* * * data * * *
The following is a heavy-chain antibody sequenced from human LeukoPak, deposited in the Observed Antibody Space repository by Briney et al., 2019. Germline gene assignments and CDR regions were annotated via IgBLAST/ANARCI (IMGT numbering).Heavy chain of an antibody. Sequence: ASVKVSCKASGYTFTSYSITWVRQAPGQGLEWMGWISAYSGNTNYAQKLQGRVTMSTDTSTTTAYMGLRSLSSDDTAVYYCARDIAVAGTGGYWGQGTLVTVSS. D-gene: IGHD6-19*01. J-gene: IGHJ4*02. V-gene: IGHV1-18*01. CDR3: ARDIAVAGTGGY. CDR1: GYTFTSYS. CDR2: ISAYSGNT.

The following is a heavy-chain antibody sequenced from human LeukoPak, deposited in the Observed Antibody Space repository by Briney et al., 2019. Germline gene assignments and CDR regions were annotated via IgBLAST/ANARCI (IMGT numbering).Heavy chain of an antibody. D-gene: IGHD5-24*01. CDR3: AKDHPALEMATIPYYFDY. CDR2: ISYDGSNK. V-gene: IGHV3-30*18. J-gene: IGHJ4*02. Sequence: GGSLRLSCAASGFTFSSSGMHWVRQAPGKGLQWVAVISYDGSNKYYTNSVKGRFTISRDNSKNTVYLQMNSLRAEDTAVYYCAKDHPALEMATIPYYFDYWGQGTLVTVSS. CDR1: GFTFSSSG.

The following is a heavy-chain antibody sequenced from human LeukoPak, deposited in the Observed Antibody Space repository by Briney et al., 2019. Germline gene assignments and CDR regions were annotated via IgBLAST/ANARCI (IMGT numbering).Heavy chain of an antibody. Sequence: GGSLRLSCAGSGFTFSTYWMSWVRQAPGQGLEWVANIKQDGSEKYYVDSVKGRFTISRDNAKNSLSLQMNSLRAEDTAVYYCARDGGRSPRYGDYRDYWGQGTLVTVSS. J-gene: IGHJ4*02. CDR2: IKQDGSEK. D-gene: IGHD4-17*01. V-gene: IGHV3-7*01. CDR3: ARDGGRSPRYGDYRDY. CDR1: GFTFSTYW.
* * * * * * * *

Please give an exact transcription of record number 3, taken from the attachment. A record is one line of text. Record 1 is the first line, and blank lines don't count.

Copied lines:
The following is a heavy-chain antibody sequenced from human LeukoPak, deposited in the Observed Antibody Space repository by Briney et al., 2019. Germline gene assignments and CDR regions were annotated via IgBLAST/ANARCI (IMGT numbering).Heavy chain of an antibody. Sequence: GGSLRLSCAGSGFTFSTYWMSWVRQAPGQGLEWVANIKQDGSEKYYVDSVKGRFTISRDNAKNSLSLQMNSLRAEDTAVYYCARDGGRSPRYGDYRDYWGQGTLVTVSS. J-gene: IGHJ4*02. CDR2: IKQDGSEK. D-gene: IGHD4-17*01. V-gene: IGHV3-7*01. CDR3: ARDGGRSPRYGDYRDY. CDR1: GFTFSTYW.